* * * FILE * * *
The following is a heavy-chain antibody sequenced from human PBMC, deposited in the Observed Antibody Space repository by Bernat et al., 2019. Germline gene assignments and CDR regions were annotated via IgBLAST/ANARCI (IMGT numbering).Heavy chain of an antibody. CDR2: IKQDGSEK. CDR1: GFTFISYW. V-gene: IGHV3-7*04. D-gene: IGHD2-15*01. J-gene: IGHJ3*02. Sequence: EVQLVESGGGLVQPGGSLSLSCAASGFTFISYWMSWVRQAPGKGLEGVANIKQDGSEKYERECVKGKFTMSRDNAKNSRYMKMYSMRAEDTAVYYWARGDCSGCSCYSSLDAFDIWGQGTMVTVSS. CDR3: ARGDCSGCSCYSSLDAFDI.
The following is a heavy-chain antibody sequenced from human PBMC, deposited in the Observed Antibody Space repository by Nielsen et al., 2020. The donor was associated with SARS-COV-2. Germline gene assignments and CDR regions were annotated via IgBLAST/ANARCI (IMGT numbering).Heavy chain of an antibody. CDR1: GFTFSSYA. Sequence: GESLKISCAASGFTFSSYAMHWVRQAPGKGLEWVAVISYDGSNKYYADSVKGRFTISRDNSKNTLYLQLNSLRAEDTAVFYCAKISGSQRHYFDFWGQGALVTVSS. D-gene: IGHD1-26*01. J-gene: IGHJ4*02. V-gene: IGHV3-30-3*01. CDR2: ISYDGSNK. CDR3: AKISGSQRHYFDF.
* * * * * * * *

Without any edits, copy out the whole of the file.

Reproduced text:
The following is a heavy-chain antibody sequenced from human PBMC, deposited in the Observed Antibody Space repository by Bernat et al., 2019. Germline gene assignments and CDR regions were annotated via IgBLAST/ANARCI (IMGT numbering).Heavy chain of an antibody. CDR2: IKQDGSEK. CDR1: GFTFISYW. V-gene: IGHV3-7*04. D-gene: IGHD2-15*01. J-gene: IGHJ3*02. Sequence: EVQLVESGGGLVQPGGSLSLSCAASGFTFISYWMSWVRQAPGKGLEGVANIKQDGSEKYERECVKGKFTMSRDNAKNSRYMKMYSMRAEDTAVYYWARGDCSGCSCYSSLDAFDIWGQGTMVTVSS. CDR3: ARGDCSGCSCYSSLDAFDI.
The following is a heavy-chain antibody sequenced from human PBMC, deposited in the Observed Antibody Space repository by Nielsen et al., 2020. The donor was associated with SARS-COV-2. Germline gene assignments and CDR regions were annotated via IgBLAST/ANARCI (IMGT numbering).Heavy chain of an antibody. CDR1: GFTFSSYA. Sequence: GESLKISCAASGFTFSSYAMHWVRQAPGKGLEWVAVISYDGSNKYYADSVKGRFTISRDNSKNTLYLQLNSLRAEDTAVFYCAKISGSQRHYFDFWGQGALVTVSS. D-gene: IGHD1-26*01. J-gene: IGHJ4*02. V-gene: IGHV3-30-3*01. CDR2: ISYDGSNK. CDR3: AKISGSQRHYFDF.